Reverend Bosworth Smith in 'Muhammad and Muhammadanism,' London, 1874.
"Head of the State as well as the Church, he was Caesar and Pope in one; but he was Pope without the Pope's pretensions, and Caesar without the legions of Caesar, without a standing army, without a bodyguard, without a police force, without a fixed revenue. If ever a man ruled by a right divine, it was Muhammad, for he had all the powers without their supports. He cared not for the dressings of power. The simplicity of his private life was in keeping with his public life."
"In Mohammadanism every thing is different here. Instead of the shadowy and the mysterious, we have history....We know of the external history of Muhammad....while for his internal history after his mission had been proclaimed, we have a book absolutely unique in its origin, in its preservation....on the Substantial authority of which no one has ever been able to cast a serious doubt."
Edward Montet, 'La Propagande Chretienne et ses Adversaries Musulmans,' Paris 1890. (Also in T.W. Arnold in 'The Preaching of Islam,' London 1913.)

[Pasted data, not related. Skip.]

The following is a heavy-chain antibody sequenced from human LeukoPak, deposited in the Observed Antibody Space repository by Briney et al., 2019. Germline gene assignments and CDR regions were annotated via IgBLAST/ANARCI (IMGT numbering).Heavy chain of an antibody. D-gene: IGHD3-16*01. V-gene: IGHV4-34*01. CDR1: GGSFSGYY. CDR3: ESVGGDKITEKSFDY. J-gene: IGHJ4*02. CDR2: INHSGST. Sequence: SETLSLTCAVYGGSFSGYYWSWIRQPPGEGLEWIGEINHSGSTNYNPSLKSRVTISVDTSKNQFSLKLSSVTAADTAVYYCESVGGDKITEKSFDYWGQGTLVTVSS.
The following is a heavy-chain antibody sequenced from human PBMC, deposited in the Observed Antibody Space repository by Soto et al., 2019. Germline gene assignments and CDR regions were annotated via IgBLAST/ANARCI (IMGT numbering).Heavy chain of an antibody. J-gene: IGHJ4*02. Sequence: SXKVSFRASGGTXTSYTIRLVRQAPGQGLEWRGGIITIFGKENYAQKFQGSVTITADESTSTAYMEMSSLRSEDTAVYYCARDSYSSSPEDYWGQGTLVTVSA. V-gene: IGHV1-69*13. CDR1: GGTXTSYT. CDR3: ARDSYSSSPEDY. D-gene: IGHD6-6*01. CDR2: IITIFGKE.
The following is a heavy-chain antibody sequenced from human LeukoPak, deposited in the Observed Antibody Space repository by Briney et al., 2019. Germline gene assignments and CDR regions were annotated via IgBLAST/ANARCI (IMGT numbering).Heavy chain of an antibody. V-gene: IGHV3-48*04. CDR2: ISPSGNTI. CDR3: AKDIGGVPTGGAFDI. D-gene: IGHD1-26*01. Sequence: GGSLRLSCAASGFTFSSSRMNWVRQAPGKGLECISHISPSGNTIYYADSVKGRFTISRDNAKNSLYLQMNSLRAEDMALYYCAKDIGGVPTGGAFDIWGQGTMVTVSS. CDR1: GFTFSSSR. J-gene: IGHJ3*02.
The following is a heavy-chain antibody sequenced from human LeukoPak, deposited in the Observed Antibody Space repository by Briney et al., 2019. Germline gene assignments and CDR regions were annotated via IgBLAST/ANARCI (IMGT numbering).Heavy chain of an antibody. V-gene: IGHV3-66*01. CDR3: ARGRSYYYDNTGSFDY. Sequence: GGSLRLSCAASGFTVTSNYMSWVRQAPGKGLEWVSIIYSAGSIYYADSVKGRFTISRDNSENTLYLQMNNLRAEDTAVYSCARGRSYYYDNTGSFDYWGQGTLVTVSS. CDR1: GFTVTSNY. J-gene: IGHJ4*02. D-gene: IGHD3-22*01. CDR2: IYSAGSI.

"Islam is a religion that is essentially rationalistic in the widest sense of this term considered etymologically and historically....the teachings of the Prophet, the Qur'an has invariably kept its place as the fundamental starting point, and the dogma of unity of God has always been proclaimed therein with a grandeur a majesty, an invariable purity and with a note of sure conviction, which it is hard to find surpassed outside the pale of Islam....A creed so precise, so stripped of all theological complexities and consequently so accessible to the ordinary understanding might be expected to possess and does indeed possess a marvelous power of winning its way into the consciences of men."
Alphonse de LaMartaine in 'Historie de la Turquie,' Paris, 1854.
"Never has a man set for himself, voluntarily or involuntarily, a more sublime aim, since this aim was superhuman; to subvert superstitions which had been imposed between man and his Creator, to render God unto man and man unto God; to restore the rational and sacred idea of divinity amidst the chaos of the material and disfigured gods of idolatry, then existing. Never has a man undertaken a work so far beyond human power with so feeble means, for he (Muhammad) had in the conception as well as in the execution of such a great design, no other instrument than himself and no other aid except a handful of men living in a corner of the desert. Finally, never has a man accomplished such a huge and lasting revolution in the world, because in less than two centuries after its appearance, Islam, in faith and in arms, reigned over the whole of Arabia, and conquered, in God's name, Persia Khorasan, Transoxania, Western India, Syria, Egypt, Abyssinia, all the known continent of Northern Africa, numerous islands of the Mediterranean Sea, Spain, and part of Gaul.